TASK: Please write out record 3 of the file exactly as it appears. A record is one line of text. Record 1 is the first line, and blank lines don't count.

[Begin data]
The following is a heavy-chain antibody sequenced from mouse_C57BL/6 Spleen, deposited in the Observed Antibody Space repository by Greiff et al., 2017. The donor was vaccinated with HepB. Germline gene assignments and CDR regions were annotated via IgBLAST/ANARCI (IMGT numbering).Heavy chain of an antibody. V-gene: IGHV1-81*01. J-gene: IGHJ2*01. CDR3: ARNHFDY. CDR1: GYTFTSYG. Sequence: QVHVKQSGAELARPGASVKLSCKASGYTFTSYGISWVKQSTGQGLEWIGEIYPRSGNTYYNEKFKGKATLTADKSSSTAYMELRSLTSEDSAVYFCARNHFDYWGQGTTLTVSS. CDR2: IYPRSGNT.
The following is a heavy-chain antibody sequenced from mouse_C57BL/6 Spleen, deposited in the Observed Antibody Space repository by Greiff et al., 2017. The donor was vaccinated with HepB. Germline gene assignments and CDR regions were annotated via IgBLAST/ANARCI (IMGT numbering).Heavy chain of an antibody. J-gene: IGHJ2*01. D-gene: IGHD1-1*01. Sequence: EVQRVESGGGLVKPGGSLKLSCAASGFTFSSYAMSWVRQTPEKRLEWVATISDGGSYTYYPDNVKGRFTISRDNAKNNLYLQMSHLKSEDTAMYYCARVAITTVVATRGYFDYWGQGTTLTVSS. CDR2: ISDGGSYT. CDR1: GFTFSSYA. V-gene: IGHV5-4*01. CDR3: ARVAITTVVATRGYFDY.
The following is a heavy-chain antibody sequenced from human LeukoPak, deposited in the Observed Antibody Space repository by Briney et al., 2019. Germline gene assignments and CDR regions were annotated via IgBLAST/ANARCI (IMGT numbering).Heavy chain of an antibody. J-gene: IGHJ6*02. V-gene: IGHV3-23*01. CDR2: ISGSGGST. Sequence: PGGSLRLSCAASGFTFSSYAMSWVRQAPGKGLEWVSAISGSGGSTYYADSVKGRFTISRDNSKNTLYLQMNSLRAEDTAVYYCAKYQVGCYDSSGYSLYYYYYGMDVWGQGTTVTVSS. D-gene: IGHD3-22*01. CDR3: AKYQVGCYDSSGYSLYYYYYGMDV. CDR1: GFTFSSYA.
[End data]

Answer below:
The following is a heavy-chain antibody sequenced from human LeukoPak, deposited in the Observed Antibody Space repository by Briney et al., 2019. Germline gene assignments and CDR regions were annotated via IgBLAST/ANARCI (IMGT numbering).Heavy chain of an antibody. J-gene: IGHJ6*02. V-gene: IGHV3-23*01. CDR2: ISGSGGST. Sequence: PGGSLRLSCAASGFTFSSYAMSWVRQAPGKGLEWVSAISGSGGSTYYADSVKGRFTISRDNSKNTLYLQMNSLRAEDTAVYYCAKYQVGCYDSSGYSLYYYYYGMDVWGQGTTVTVSS. D-gene: IGHD3-22*01. CDR3: AKYQVGCYDSSGYSLYYYYYGMDV. CDR1: GFTFSSYA.